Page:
At a Politico-Economic Crossroads

The habits the country got inured to are difficult to wean off.

In the wake of the general elections held on February 8, an Islamabad-based think tank Tabadlab issued a 68-page report on February 18 on Paki­stan’s current financial health. The report makes two points plain: first, Pakistan’s debt is unsus­tainable; and second, the debt is pushing Pakistan into inevi­table default.

On the one hand, the youth-led change has hit Pakistan hard in the elections, whereas on the other hand, the fear of sovereign economic de­fault on servicing external loans looms large on Pakistan’s horizon. Never be­fore has Pakistan found itself at this kind of politico-economic crossroads.

The Tabadlab report says, “Pakistan’s external and domestic debt has surged dramatically since 2011, with exter­nal debt and liabilities almost doubling to $125 billion and domestic debt in­creasing six fold. Interest payments now consume a record share of the GDP, underscoring the severity of the debt burden”. This is a fair assessment. The decade of the martial law of Gener­al Pervez Musharraf from 1999 to 2008 saw the inflow of dollars in the name of the war on terror. Further, the then eco­nomic manager Shaukat Aziz opened Pakistan’s economy to import and laid emphasis on introducing indirect tax­es to earn revenue. This was the easi­est way to run the country. Subsequent political (elected) governments contin­ued with the same policies.

Now, in 2024, the inflow of dollars from foreign benefactors has subsid­ed, but the country still craves for im­ported goods of utility and runs the economy on indirect taxes. The econo­my is import-tilted and consumption-driven, jeopardizing the possibilities for investment in productive sectors. Further, despite the fact that the war on terror is over, the country refuses to reduce its non-development expen­ditures. The habits the country got in­ured to are difficult to wean off.

The year of 2024 is special because Pakistan refuses to lay off the civil-mil­itary cohabit called the hybrid system introduced in 2018. From arranging sit-ins against an elected government in 2014 to sharing the power corridors in 2018 was the journey the hybrid system had travelled. Interestingly, in 2018, the hybrid system ascended the throne primarily for sharing the fruits of power – to administer the country better. However, in 2024, the hybrid system is poised mainly for sharing the burden of debt so incurred. The civilian half of the hybrid system is supposed to seek loans from the International Mon­etary Fund (IMF), whereas the military half of the hybrid system is required to secure loans from the Arab countries. Loans are now the lifeline for Pakistan.

The era of martial law is over, because of three reasons. First, dollars in free supply are unavailable to predicate on to run a debt-afflicted country such as Pakistan. After 2018, the turn of eco­nomic wizards one after the other to run Pakistan’s economy exemplifies the center stage an economic expert has got – even to the disrespect of the country’s prime minister. Economic challenges are the flip side of Article 6 – both are prohibitory in nature.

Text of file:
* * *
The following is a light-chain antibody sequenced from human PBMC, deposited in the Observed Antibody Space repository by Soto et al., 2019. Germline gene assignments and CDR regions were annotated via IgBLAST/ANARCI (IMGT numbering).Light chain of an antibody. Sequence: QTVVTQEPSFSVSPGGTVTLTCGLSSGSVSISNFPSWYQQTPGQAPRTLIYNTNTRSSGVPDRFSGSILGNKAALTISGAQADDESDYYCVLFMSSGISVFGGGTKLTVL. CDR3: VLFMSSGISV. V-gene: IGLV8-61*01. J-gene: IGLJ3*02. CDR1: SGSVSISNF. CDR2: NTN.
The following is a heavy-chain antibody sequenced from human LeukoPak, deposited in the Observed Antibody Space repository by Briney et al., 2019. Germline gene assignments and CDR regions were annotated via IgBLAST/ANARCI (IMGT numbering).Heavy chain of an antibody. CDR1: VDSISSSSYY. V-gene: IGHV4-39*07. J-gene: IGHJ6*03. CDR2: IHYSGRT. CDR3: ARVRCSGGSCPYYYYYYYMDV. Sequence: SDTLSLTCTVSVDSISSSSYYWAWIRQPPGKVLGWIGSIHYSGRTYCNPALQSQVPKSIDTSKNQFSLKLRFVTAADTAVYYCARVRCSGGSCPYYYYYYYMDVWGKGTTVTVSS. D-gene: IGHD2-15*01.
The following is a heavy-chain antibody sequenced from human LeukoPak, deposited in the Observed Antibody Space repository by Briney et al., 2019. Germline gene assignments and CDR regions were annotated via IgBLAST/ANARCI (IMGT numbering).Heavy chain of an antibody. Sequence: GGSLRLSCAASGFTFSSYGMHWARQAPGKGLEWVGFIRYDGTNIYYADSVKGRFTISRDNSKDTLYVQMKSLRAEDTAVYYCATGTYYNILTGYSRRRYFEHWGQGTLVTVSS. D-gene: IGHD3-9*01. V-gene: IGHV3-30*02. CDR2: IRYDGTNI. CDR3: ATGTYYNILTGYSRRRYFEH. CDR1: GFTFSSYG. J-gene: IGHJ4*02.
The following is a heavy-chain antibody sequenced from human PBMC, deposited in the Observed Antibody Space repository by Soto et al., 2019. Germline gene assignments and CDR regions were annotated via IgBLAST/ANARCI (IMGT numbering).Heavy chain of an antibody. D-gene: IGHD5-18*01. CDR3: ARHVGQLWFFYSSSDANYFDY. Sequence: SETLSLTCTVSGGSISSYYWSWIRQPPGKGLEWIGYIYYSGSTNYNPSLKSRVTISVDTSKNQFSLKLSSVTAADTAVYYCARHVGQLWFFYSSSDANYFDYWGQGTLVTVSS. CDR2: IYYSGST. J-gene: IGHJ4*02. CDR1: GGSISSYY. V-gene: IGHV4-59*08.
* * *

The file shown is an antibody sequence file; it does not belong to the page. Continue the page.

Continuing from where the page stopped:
Second, economic realization has tak­en the world hostage. China might be challenging the United States (US) in the sphere of trade, but both try to cir­cumvent a conflict – just to save mon­ey to feed their populations, which have grown conscious of the quality of life. The same is the case with the Chi­na-India struggle across the Himalayas. No country has extra money to support Pakistan financially in any martial law.

Third, the fulcrum of war has shift­ed from the region wherein Pakistan lies. Pakistan’s small economy and huge debt makes it unsuitable for be­ing invited as a partner in a coalition. In the same vein, Pakistan has lost the trust of international players. Even in the departure of the US and allied forc­es from Afghanistan in 2021, Pakistan was not consulted. Pakistan has been left on its own – in the clutches of the FATF in the recent past, and at the mer­cy of the IMF lately. The state of aloof­ness is lost on Pakistan.

Whereas the youth bulge has over­whelmed Pakistan, the conscious­ness of one’s rights has taken over the youth, both literate and illiterate. This is why the Pakistan of 2024 is quite different, at least from that of 2018. Blocking social media platforms such as Twitter is the last bastion for saving Pakistan from the inevitable influence of the youth. On February 8, jumping over all odds and engulfing all hiccups, the youth spoke of their mind.

Under the spell of the hybrid system, the main function of the forthcoming (elected) government would be to de­vise ways to service the debt. In this context, there would be an improve­ment. In 2018, the hybrid system used to run the country from behind the veil, whereas in 2024, the hybrid system will run the country from the overt front of the economy. This is how the stakes of the participants are high, as Pakistan remains enmeshed in a vicious cycle of borrowing, spending and liabilities. Interestingly, Pakistan would run un­der the auspices of the hybrid system, which would in turn run under the tute­lage of the IMF. Pakistan’s only hope to utter a sigh of relief is a special econom­ic package from some Arab country.

The Tabadlab report also says, “Debt repayments are at a historic high, de-pri­oritising the needs of a growing popula­tion, such as social protection, education, health, and crucially, climate change.” The assessment is correct. From March to June, when the newly elected govern­ment would be making budget for the Financial Year 2024-25, Pakistan would again be at a crossroads: how much to spare for meeting the needs of the grow­ing population and how much to spare for non-development expenditure – af­ter servicing the due debt.

Dr Qaisar Rashid
The writer is a freelance columnist. He can be reached at

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